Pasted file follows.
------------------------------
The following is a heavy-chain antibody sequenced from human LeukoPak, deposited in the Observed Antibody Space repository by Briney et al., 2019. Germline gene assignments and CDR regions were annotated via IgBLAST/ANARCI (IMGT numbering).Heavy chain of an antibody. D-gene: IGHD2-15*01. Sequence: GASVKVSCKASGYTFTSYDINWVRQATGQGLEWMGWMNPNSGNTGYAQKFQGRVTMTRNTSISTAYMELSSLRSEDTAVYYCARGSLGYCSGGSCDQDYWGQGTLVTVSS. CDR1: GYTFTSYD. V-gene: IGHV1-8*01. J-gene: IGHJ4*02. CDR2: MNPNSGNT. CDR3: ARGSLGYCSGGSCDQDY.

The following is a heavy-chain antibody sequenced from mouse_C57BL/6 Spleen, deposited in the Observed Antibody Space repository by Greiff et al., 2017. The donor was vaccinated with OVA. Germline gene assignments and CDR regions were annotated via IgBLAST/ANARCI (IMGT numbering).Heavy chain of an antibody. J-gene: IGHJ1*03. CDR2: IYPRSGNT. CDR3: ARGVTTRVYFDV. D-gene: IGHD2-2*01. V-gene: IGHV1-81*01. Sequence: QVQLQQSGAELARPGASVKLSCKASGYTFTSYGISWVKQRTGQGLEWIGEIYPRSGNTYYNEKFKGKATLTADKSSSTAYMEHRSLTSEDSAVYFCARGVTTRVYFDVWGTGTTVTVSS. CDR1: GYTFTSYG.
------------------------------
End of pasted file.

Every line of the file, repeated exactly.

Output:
The following is a heavy-chain antibody sequenced from human LeukoPak, deposited in the Observed Antibody Space repository by Briney et al., 2019. Germline gene assignments and CDR regions were annotated via IgBLAST/ANARCI (IMGT numbering).Heavy chain of an antibody. D-gene: IGHD2-15*01. Sequence: GASVKVSCKASGYTFTSYDINWVRQATGQGLEWMGWMNPNSGNTGYAQKFQGRVTMTRNTSISTAYMELSSLRSEDTAVYYCARGSLGYCSGGSCDQDYWGQGTLVTVSS. CDR1: GYTFTSYD. V-gene: IGHV1-8*01. J-gene: IGHJ4*02. CDR2: MNPNSGNT. CDR3: ARGSLGYCSGGSCDQDY.

The following is a heavy-chain antibody sequenced from mouse_C57BL/6 Spleen, deposited in the Observed Antibody Space repository by Greiff et al., 2017. The donor was vaccinated with OVA. Germline gene assignments and CDR regions were annotated via IgBLAST/ANARCI (IMGT numbering).Heavy chain of an antibody. J-gene: IGHJ1*03. CDR2: IYPRSGNT. CDR3: ARGVTTRVYFDV. D-gene: IGHD2-2*01. V-gene: IGHV1-81*01. Sequence: QVQLQQSGAELARPGASVKLSCKASGYTFTSYGISWVKQRTGQGLEWIGEIYPRSGNTYYNEKFKGKATLTADKSSSTAYMEHRSLTSEDSAVYFCARGVTTRVYFDVWGTGTTVTVSS. CDR1: GYTFTSYG.